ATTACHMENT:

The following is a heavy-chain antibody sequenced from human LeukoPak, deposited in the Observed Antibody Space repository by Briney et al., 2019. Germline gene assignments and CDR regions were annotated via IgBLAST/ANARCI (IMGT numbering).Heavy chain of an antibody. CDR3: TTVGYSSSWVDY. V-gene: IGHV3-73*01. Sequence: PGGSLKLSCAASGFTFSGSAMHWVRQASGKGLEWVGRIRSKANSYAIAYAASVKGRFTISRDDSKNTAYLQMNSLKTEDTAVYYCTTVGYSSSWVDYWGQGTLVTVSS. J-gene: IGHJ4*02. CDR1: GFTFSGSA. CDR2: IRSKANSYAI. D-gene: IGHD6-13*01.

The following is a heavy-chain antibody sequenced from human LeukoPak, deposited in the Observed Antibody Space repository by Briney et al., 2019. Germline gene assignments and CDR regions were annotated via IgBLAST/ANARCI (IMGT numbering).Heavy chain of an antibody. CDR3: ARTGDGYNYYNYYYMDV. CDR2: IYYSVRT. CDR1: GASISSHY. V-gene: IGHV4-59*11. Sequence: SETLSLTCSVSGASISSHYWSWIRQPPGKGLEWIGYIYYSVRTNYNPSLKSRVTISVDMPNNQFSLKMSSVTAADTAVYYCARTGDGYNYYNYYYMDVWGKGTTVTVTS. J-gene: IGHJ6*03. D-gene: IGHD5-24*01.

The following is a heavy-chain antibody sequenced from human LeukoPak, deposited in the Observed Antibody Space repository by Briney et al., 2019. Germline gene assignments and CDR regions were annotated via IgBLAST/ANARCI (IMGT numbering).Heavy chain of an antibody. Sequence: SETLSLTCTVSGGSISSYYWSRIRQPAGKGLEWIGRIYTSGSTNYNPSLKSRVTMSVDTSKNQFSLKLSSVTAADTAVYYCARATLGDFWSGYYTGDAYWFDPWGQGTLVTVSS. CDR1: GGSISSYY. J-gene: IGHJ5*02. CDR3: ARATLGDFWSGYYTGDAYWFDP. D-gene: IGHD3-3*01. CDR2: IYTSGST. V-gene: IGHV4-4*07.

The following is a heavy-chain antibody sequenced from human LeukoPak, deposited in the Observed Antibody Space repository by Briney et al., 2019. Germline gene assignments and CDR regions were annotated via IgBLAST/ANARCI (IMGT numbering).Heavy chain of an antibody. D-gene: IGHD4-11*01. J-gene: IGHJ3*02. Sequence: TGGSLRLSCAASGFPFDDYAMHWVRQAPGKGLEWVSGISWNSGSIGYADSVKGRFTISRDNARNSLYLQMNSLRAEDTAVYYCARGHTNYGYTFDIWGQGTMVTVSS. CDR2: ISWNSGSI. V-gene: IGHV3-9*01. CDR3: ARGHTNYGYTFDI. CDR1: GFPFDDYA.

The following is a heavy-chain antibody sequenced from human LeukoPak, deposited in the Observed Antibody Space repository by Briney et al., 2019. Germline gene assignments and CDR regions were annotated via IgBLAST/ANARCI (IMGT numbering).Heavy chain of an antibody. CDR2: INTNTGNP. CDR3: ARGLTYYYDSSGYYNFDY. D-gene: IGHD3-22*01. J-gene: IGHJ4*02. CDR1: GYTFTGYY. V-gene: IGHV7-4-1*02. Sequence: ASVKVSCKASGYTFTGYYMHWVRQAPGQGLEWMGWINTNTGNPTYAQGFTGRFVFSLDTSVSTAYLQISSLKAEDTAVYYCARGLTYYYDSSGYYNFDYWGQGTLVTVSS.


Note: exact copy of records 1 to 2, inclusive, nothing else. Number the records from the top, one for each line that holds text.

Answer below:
The following is a heavy-chain antibody sequenced from human LeukoPak, deposited in the Observed Antibody Space repository by Briney et al., 2019. Germline gene assignments and CDR regions were annotated via IgBLAST/ANARCI (IMGT numbering).Heavy chain of an antibody. CDR3: TTVGYSSSWVDY. V-gene: IGHV3-73*01. Sequence: PGGSLKLSCAASGFTFSGSAMHWVRQASGKGLEWVGRIRSKANSYAIAYAASVKGRFTISRDDSKNTAYLQMNSLKTEDTAVYYCTTVGYSSSWVDYWGQGTLVTVSS. J-gene: IGHJ4*02. CDR1: GFTFSGSA. CDR2: IRSKANSYAI. D-gene: IGHD6-13*01.

The following is a heavy-chain antibody sequenced from human LeukoPak, deposited in the Observed Antibody Space repository by Briney et al., 2019. Germline gene assignments and CDR regions were annotated via IgBLAST/ANARCI (IMGT numbering).Heavy chain of an antibody. CDR3: ARTGDGYNYYNYYYMDV. CDR2: IYYSVRT. CDR1: GASISSHY. V-gene: IGHV4-59*11. Sequence: SETLSLTCSVSGASISSHYWSWIRQPPGKGLEWIGYIYYSVRTNYNPSLKSRVTISVDMPNNQFSLKMSSVTAADTAVYYCARTGDGYNYYNYYYMDVWGKGTTVTVTS. J-gene: IGHJ6*03. D-gene: IGHD5-24*01.